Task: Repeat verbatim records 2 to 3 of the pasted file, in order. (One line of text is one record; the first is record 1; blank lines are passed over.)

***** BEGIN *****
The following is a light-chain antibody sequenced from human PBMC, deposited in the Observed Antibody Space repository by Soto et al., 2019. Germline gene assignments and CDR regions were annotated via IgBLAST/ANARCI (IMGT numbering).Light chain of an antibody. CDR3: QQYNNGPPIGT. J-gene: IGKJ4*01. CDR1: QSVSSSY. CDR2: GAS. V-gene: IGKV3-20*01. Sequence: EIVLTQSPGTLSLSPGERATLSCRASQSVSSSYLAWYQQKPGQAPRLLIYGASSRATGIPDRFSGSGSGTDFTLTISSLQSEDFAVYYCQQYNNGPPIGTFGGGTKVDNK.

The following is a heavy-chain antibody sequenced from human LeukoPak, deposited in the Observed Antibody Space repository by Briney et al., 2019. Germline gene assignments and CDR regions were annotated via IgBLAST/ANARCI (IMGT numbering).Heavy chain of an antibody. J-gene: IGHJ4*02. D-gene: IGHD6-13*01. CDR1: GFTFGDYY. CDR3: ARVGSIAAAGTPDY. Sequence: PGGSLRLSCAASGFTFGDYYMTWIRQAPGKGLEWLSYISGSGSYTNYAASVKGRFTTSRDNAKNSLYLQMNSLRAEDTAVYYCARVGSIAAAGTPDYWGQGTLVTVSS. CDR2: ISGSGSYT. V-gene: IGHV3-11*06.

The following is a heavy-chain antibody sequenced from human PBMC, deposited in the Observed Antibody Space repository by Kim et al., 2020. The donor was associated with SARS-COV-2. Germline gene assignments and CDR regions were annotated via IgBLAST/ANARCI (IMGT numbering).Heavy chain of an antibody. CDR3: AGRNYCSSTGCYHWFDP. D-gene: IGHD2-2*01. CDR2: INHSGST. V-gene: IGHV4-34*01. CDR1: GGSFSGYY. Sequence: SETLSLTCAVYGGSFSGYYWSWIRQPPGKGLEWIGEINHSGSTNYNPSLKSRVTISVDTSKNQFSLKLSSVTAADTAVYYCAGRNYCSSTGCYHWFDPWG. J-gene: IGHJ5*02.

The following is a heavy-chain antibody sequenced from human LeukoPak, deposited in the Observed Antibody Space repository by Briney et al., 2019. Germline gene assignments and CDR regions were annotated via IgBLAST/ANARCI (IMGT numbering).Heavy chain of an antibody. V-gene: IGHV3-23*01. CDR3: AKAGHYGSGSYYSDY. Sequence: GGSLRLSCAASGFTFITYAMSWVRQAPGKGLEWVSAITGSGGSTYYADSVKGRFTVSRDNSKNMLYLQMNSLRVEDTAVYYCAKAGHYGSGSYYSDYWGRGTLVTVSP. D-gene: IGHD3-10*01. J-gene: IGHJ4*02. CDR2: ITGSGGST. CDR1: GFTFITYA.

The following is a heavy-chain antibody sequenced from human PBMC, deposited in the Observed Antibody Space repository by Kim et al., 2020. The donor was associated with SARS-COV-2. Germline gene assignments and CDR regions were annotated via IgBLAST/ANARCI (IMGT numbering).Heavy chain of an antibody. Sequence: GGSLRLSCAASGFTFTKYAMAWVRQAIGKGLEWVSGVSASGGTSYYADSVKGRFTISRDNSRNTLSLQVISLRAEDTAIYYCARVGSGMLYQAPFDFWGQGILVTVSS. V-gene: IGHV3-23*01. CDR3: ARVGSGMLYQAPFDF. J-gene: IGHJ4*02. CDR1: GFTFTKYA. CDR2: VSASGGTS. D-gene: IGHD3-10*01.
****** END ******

The following is a heavy-chain antibody sequenced from human LeukoPak, deposited in the Observed Antibody Space repository by Briney et al., 2019. Germline gene assignments and CDR regions were annotated via IgBLAST/ANARCI (IMGT numbering).Heavy chain of an antibody. J-gene: IGHJ4*02. D-gene: IGHD6-13*01. CDR1: GFTFGDYY. CDR3: ARVGSIAAAGTPDY. Sequence: PGGSLRLSCAASGFTFGDYYMTWIRQAPGKGLEWLSYISGSGSYTNYAASVKGRFTTSRDNAKNSLYLQMNSLRAEDTAVYYCARVGSIAAAGTPDYWGQGTLVTVSS. CDR2: ISGSGSYT. V-gene: IGHV3-11*06.

The following is a heavy-chain antibody sequenced from human PBMC, deposited in the Observed Antibody Space repository by Kim et al., 2020. The donor was associated with SARS-COV-2. Germline gene assignments and CDR regions were annotated via IgBLAST/ANARCI (IMGT numbering).Heavy chain of an antibody. CDR3: AGRNYCSSTGCYHWFDP. D-gene: IGHD2-2*01. CDR2: INHSGST. V-gene: IGHV4-34*01. CDR1: GGSFSGYY. Sequence: SETLSLTCAVYGGSFSGYYWSWIRQPPGKGLEWIGEINHSGSTNYNPSLKSRVTISVDTSKNQFSLKLSSVTAADTAVYYCAGRNYCSSTGCYHWFDPWG. J-gene: IGHJ5*02.